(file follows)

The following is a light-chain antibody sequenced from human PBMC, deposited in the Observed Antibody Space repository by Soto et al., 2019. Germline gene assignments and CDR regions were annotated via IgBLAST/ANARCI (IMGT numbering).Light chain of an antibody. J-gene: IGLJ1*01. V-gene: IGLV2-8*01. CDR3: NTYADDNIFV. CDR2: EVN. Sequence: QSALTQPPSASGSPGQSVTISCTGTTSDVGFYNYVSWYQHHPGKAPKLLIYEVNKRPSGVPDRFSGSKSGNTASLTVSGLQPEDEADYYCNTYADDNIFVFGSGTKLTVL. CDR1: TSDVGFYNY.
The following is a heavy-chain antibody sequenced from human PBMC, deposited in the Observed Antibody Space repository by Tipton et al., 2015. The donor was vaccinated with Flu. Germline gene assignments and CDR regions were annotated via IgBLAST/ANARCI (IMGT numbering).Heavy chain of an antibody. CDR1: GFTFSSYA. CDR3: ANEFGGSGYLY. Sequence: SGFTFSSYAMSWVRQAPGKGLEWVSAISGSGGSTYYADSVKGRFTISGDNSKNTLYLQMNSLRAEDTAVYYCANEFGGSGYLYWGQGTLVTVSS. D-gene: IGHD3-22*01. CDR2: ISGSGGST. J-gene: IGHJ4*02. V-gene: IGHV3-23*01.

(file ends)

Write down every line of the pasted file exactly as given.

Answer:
The following is a light-chain antibody sequenced from human PBMC, deposited in the Observed Antibody Space repository by Soto et al., 2019. Germline gene assignments and CDR regions were annotated via IgBLAST/ANARCI (IMGT numbering).Light chain of an antibody. J-gene: IGLJ1*01. V-gene: IGLV2-8*01. CDR3: NTYADDNIFV. CDR2: EVN. Sequence: QSALTQPPSASGSPGQSVTISCTGTTSDVGFYNYVSWYQHHPGKAPKLLIYEVNKRPSGVPDRFSGSKSGNTASLTVSGLQPEDEADYYCNTYADDNIFVFGSGTKLTVL. CDR1: TSDVGFYNY.
The following is a heavy-chain antibody sequenced from human PBMC, deposited in the Observed Antibody Space repository by Tipton et al., 2015. The donor was vaccinated with Flu. Germline gene assignments and CDR regions were annotated via IgBLAST/ANARCI (IMGT numbering).Heavy chain of an antibody. CDR1: GFTFSSYA. CDR3: ANEFGGSGYLY. Sequence: SGFTFSSYAMSWVRQAPGKGLEWVSAISGSGGSTYYADSVKGRFTISGDNSKNTLYLQMNSLRAEDTAVYYCANEFGGSGYLYWGQGTLVTVSS. D-gene: IGHD3-22*01. CDR2: ISGSGGST. J-gene: IGHJ4*02. V-gene: IGHV3-23*01.